Can IRM make scheme monitoring and reporting easier, not harder?
October 11, 2017
By Jane Evans
Integrated Risk Management (IRM) – the idea of looking collectively at all the risks that might ultimately prevent a scheme paying out all its member benefits over time – is an excellent concept. It would be crazy to spend a lot of energy solving a particular scheme risk without thinking about what could be happening to the sponsor at the same time, for example.But many trustee boards and companies are already suffering from a degree of information overload – detailed reports on investment and funding, as well as financial or covenant information on the sponsor. Is applying IRM actually an opportunity to have another look at the information the trustees need?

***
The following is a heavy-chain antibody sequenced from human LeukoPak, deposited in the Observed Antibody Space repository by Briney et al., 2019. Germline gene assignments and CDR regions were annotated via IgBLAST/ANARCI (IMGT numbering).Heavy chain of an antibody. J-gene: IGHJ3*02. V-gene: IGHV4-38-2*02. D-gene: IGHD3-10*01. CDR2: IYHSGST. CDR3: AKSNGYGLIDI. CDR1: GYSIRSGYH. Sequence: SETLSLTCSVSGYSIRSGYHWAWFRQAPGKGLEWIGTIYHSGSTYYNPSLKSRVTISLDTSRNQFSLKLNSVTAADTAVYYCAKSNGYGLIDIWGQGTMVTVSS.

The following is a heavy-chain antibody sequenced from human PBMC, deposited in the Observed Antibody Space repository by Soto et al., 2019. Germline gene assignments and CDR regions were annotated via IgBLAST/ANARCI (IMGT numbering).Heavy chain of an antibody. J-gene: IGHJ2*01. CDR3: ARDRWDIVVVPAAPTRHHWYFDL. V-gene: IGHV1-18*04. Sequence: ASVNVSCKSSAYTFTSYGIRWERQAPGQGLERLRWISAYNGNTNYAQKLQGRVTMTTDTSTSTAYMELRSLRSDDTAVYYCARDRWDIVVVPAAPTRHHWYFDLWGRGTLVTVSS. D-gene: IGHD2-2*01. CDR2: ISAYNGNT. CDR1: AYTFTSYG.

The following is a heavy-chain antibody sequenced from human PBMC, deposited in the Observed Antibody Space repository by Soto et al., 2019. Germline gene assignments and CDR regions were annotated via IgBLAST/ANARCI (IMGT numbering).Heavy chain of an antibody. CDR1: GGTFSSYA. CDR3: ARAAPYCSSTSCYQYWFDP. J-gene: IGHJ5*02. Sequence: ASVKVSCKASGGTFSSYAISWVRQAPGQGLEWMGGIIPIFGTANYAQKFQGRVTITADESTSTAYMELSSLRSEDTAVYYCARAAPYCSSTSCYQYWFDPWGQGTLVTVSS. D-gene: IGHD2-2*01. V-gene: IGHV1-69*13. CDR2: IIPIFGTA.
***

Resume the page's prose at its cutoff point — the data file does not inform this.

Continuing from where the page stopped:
In my experience, what is needed is to prioritise the risks that are most relevant at the given point in the scheme’s journey, recognising that these are also likely to evolve over time. That then frees up the time and energy on both sides, which can otherwise be absorbed disproportionately in sifting and understanding the information on hand.
For me, the key factors are:
- Clarity of purpose – you need to ensure you know what you want to achieve and what would be proportionate to achieve it
- Build on what you’ve got – start from what already exists and refine it
- Fill in the holes – identify where the potential impact on the company and scheme is currently a bit unclear, and work out how deeply you need to explore these
- Focus on actions – the main idea is to work out what all parties would do if certain things happened
- Keep it live – recognise that which risks are most important will evolve over time, and have a plan to evolve with them
Each stakeholder – trustee, sponsor, adviser – has a role to play in getting this right. But it can be so much easier if it can be seen as a potential positive rather than yet another obligation.
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